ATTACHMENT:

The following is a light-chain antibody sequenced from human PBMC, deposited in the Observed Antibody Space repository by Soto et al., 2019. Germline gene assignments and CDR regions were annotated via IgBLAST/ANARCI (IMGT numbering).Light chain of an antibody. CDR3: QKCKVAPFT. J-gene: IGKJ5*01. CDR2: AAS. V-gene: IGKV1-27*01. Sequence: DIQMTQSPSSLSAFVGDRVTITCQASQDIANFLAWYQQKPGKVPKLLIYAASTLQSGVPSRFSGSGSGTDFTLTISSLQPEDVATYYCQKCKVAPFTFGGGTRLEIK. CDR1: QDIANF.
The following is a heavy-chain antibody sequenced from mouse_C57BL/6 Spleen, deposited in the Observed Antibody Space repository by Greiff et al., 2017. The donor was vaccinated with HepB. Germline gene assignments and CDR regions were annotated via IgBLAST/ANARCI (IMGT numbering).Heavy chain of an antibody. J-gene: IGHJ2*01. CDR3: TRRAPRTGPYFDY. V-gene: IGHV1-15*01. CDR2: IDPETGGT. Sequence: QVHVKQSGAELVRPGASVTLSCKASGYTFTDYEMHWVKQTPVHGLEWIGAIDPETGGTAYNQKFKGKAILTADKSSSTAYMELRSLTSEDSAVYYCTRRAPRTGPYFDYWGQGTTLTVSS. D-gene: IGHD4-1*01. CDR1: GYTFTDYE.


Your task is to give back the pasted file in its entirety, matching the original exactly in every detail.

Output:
The following is a light-chain antibody sequenced from human PBMC, deposited in the Observed Antibody Space repository by Soto et al., 2019. Germline gene assignments and CDR regions were annotated via IgBLAST/ANARCI (IMGT numbering).Light chain of an antibody. CDR3: QKCKVAPFT. J-gene: IGKJ5*01. CDR2: AAS. V-gene: IGKV1-27*01. Sequence: DIQMTQSPSSLSAFVGDRVTITCQASQDIANFLAWYQQKPGKVPKLLIYAASTLQSGVPSRFSGSGSGTDFTLTISSLQPEDVATYYCQKCKVAPFTFGGGTRLEIK. CDR1: QDIANF.
The following is a heavy-chain antibody sequenced from mouse_C57BL/6 Spleen, deposited in the Observed Antibody Space repository by Greiff et al., 2017. The donor was vaccinated with HepB. Germline gene assignments and CDR regions were annotated via IgBLAST/ANARCI (IMGT numbering).Heavy chain of an antibody. J-gene: IGHJ2*01. CDR3: TRRAPRTGPYFDY. V-gene: IGHV1-15*01. CDR2: IDPETGGT. Sequence: QVHVKQSGAELVRPGASVTLSCKASGYTFTDYEMHWVKQTPVHGLEWIGAIDPETGGTAYNQKFKGKAILTADKSSSTAYMELRSLTSEDSAVYYCTRRAPRTGPYFDYWGQGTTLTVSS. D-gene: IGHD4-1*01. CDR1: GYTFTDYE.